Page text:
I was in Sri Lanka for a conference last year and met Mary Kalymnou, the jet-setting Greek luxury travel blogger behind Maryhop. I told her we were visiting Santorini for the first time so she started giving me all these helpful pointers for our trip.
Of all the great advice she gave, the one recommendation that really resonated with me was her suggestion to have dinner in Amoudi Bay. I had never heard of it before but she described it as being one of the best places on the island to watch the sunset. Located about 300 steps below the famed town of Oia, in this tiny port are six or seven waterfront restaurants offering unobstructed views of the horizon and some of the best seafood in Santorini.
Santorini is famous for its sunsets and seafood so any place that could bring us the best of both was definitely going on our itinerary.
WHAT IS AMOUDI BAY?
Framed between volcanic red rocks and the Aegean Sea, Amoudi Bay is a tiny fishing port located about 300 steps below the town of Oia. It isn’t easy to get to but that doesn’t seem to stop people from making the long trek down. In spite of its remote location, it’s become one of the island’s worst kept secrets and is often cited as being one of the best places to watch the sunset in Santorini.
There are about six or seven seafood restaurants in Amoudi Bay. Each one is situated right by the water, giving you clear views of the setting sun and the white cycladic houses of Oia.
To get to Amoudi Bay, you’ll need to cut through Oia then down this flight of about 200-300 very wide steps. Walking at a leisurely pace, it’ll take you about fifteen minutes to get all the way down.
We were running late for our reservation so I took off running. Had I known how long and picturesque this walk would be, then I would have insisted on arriving earlier so we could go slowly and enjoy the view! The white sugarcube houses perched above the deeply red volcanic cliff face was an extraordinary sight.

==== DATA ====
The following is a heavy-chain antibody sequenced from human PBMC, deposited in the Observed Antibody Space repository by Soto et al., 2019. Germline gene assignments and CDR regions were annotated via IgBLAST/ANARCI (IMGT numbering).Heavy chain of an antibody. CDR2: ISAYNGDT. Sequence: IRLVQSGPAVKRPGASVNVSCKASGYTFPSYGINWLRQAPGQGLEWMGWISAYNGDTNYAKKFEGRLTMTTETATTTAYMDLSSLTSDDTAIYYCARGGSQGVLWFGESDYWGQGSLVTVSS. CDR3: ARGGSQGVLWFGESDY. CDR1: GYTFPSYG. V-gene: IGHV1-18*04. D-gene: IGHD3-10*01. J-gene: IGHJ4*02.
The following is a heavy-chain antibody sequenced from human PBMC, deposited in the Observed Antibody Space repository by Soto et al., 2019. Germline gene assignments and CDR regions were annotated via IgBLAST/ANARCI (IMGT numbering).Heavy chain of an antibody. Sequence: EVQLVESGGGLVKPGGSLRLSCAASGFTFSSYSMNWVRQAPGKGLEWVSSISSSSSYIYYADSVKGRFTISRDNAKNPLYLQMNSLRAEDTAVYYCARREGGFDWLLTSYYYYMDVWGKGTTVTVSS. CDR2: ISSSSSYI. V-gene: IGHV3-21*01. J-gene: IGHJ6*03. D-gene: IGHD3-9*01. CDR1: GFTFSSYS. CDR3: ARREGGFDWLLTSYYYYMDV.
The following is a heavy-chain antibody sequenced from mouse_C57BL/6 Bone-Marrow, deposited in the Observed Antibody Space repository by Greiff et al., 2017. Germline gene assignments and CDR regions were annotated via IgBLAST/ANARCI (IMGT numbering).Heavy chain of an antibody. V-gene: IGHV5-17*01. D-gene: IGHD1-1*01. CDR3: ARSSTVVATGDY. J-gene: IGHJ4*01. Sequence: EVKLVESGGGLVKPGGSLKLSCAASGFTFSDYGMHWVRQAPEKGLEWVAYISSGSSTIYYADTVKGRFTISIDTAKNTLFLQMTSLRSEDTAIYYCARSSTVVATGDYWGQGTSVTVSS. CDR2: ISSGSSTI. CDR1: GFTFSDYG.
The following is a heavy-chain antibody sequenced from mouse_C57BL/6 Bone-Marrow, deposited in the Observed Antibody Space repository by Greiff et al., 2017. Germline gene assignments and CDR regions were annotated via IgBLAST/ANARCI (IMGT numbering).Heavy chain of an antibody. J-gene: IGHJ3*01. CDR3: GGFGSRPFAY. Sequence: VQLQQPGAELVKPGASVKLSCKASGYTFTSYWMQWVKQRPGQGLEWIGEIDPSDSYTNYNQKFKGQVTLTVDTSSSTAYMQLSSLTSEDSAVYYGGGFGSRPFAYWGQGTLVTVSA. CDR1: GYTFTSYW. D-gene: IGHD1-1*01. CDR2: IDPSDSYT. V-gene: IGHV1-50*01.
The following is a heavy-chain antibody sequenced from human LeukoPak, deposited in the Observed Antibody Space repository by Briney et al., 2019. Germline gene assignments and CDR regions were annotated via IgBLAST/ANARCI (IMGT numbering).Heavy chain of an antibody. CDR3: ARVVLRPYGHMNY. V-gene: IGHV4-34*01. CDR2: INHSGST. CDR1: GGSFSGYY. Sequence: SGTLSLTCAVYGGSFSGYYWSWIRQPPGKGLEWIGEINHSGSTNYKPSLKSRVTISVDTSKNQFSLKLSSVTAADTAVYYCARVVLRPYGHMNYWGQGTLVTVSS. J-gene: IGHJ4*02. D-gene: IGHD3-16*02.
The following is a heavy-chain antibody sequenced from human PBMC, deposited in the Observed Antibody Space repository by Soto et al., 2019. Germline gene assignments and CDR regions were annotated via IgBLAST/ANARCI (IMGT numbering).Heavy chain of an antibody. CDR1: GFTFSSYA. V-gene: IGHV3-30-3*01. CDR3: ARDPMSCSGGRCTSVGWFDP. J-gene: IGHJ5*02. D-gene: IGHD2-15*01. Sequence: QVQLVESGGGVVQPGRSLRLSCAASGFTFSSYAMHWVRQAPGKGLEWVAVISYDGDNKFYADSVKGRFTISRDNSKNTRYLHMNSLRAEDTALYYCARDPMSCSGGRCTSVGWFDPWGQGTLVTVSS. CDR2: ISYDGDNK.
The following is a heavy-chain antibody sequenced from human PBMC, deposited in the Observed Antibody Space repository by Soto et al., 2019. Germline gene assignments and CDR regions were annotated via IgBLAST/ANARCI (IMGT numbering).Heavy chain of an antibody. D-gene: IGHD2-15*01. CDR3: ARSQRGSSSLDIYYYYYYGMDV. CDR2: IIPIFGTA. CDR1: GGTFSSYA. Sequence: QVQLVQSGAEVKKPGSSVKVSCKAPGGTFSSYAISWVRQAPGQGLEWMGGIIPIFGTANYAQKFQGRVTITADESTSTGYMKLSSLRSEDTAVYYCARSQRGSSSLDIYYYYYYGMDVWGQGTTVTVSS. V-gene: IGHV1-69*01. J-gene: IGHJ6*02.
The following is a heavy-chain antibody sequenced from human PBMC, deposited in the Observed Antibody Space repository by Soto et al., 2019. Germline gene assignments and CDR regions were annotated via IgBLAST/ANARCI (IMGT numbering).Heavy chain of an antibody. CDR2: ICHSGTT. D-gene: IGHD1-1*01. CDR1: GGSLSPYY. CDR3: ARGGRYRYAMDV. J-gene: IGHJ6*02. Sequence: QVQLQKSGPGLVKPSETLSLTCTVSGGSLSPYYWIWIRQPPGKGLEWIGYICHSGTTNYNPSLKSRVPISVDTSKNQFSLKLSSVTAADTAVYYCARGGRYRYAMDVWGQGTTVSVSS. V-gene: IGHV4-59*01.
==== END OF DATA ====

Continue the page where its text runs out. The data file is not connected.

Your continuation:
Donkeys sometimes carry tourists up and down these steps so be careful where you step. As beautiful as the surroundings were, it was like a minefield of manure.
The views from Amoudi Bay are spectacular any time of day, but it pure magic bathed in the golden glow of the setting sun. This is when Santorini is at its most stunning.
As described, there are about six or seven seafood restaurants located in Amoudi Bay. It’s ok to walk in for lunch but be sure to make reservations for dinner as its much more popular later in the day. Also, there’s nothing much here other than these restaurants so it would be a shame to walk all the way down only to be turned away. What goes down, must come up.
To make sure we were there for sunset, I checked sunset times in Santorini and booked our table for a half hour before.
SEAFOOD & SUNSETS IN SANTORINI
Mary specifically recommended Taverna Katina. I was about to make a reservation there when I decided to look at all of their ratings on TripAdvisor. Katina’s ratings were very high, almost perfect, but one was even better – Ammoudi Fish Tavern. I booked there instead. Sorry Mary!
Octopuses hanging out to dry are a common sight in Santorini. Grilled octopus is one of the most popular dishes in Santorini so you can’t visit this island without enjoying it at least once. We must have had it everyday.
When Greek fishermen catch an octopus, they kill it with a quick slice to the neck before grabbing it by the head and smacking it repeatedly against the seaside rocks. They would then rub the octopus in a circular motion against the rocks until it foamed from all pores and changed color. They call this process paragouliasma.
What this does is tenderize the octopus and get rid of its slime to help prepare it for cooking. It’s a labor-intensive process but necessary, unless you prefer octopus as tough as rubber boots.
How great is this view? We were right by the water’s edge!
I made a reservation at Ammoudi Fish Tavern through their website. There’s a EUR 10 booking fee per person which is deducted from your total bill.
We started our meal with this plate of crusty toasted bread with olive oil, oregano, and Kalamata olives (EUR 2).
They call this Emily’s salad. It’s made with smoked salmon, lettuce, arugula, baby spinach, black raisins, Domokos katiki cheese, tomato, capers, and sunflowers seeds with a vinaigrette dressing (EUR 18). Katiki is a type of cottage cheese made from a blend of goat’s and sheep’s milk from Domokos in central Greece.